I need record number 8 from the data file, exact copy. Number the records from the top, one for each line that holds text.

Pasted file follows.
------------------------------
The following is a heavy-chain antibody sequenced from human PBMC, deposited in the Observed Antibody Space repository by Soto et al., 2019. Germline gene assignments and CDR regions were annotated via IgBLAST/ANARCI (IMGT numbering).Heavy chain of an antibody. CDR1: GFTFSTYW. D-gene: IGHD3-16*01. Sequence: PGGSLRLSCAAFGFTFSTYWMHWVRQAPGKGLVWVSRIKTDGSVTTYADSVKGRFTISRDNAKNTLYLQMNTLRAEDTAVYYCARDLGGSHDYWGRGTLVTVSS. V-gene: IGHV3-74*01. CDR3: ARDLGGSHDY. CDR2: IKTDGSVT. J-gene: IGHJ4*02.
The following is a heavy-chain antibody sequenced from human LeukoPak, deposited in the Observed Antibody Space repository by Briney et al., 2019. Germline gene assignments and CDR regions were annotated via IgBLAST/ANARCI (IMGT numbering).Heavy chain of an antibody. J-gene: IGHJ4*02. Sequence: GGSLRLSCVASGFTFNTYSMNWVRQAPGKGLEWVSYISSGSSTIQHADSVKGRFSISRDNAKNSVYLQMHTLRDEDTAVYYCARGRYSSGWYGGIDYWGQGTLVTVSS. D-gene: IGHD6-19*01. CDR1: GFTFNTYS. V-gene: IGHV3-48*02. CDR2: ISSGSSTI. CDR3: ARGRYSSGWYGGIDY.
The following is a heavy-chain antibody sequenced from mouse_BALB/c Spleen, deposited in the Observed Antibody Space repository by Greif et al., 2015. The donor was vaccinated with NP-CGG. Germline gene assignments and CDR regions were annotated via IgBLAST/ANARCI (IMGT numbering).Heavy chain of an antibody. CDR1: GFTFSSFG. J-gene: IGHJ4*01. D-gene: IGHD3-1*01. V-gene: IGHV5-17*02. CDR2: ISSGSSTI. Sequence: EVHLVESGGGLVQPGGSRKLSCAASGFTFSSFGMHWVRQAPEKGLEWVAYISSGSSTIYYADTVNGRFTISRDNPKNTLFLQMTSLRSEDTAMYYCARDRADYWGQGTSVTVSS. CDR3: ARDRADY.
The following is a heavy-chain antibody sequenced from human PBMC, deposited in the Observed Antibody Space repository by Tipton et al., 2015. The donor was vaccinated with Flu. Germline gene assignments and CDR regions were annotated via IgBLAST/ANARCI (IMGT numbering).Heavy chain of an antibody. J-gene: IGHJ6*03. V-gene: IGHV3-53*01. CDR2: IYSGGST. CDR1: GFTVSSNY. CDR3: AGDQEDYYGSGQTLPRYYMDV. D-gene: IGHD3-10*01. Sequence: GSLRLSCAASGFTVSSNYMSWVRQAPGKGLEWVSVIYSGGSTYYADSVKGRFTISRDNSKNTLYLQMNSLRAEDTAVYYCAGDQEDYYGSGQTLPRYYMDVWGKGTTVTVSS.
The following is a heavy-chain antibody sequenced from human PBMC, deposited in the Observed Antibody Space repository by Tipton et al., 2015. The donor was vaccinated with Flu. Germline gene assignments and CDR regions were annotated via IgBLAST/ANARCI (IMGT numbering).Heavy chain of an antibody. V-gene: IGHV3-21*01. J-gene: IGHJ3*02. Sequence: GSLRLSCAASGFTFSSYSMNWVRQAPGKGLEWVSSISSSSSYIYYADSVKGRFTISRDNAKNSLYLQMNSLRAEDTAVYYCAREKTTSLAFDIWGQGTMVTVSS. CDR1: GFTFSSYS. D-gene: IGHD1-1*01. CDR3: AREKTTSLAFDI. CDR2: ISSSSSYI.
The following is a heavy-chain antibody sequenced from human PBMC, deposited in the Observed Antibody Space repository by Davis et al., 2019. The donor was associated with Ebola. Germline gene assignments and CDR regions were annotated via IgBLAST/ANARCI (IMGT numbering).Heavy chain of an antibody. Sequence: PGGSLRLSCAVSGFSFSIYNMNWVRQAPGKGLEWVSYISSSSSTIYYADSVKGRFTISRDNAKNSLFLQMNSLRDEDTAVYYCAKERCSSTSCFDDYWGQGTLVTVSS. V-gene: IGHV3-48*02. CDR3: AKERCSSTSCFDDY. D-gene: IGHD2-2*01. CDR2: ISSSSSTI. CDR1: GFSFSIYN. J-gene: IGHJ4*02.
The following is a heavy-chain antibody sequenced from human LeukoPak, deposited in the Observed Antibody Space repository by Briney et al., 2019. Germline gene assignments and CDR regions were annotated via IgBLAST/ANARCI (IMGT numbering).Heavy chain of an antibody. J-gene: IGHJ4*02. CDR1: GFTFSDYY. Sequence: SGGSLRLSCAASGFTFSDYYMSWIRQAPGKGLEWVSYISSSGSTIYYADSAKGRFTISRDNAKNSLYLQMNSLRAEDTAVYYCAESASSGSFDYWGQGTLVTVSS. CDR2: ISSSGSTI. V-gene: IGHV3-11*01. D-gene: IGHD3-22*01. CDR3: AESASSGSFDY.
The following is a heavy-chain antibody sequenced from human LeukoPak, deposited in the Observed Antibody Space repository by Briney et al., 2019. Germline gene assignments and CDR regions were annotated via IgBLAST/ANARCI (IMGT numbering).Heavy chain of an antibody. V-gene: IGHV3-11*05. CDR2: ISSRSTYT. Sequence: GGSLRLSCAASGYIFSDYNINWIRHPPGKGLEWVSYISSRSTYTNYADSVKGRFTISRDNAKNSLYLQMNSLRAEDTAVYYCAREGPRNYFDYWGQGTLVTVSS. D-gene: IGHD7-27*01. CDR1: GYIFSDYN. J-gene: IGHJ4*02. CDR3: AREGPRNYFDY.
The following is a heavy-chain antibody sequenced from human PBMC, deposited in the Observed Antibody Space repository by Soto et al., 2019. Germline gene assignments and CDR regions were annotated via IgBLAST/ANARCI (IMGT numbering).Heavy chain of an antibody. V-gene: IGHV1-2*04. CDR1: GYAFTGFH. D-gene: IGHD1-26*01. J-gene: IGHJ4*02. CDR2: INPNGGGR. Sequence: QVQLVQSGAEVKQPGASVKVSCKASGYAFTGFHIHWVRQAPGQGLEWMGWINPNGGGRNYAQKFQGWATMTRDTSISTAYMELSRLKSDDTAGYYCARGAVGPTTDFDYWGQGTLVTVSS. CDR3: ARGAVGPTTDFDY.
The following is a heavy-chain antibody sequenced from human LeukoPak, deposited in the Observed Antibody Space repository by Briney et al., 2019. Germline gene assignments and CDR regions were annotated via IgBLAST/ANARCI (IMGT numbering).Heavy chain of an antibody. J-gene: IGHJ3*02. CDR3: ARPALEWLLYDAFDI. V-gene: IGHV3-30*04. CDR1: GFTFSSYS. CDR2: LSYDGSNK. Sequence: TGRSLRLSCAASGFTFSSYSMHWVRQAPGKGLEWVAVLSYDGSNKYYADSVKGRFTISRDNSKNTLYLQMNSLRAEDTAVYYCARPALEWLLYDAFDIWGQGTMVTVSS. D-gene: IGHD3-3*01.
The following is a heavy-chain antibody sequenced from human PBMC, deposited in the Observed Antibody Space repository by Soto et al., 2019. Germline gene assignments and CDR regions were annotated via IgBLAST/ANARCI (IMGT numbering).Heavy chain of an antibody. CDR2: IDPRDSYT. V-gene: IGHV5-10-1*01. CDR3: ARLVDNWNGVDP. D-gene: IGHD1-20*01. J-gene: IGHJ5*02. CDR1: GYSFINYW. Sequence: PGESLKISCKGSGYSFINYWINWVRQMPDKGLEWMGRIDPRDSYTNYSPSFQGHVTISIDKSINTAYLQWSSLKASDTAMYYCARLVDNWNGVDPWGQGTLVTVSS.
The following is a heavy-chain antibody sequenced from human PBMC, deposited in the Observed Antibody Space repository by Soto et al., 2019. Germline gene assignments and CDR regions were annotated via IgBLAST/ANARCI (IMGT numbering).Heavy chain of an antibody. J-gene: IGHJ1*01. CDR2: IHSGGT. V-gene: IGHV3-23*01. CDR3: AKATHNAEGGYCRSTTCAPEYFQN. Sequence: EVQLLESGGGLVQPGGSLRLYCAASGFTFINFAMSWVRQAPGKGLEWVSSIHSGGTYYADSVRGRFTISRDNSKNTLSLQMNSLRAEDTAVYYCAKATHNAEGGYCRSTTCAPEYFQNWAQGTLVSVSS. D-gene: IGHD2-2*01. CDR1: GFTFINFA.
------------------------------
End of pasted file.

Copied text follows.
The following is a heavy-chain antibody sequenced from human LeukoPak, deposited in the Observed Antibody Space repository by Briney et al., 2019. Germline gene assignments and CDR regions were annotated via IgBLAST/ANARCI (IMGT numbering).Heavy chain of an antibody. V-gene: IGHV3-11*05. CDR2: ISSRSTYT. Sequence: GGSLRLSCAASGYIFSDYNINWIRHPPGKGLEWVSYISSRSTYTNYADSVKGRFTISRDNAKNSLYLQMNSLRAEDTAVYYCAREGPRNYFDYWGQGTLVTVSS. D-gene: IGHD7-27*01. CDR1: GYIFSDYN. J-gene: IGHJ4*02. CDR3: AREGPRNYFDY.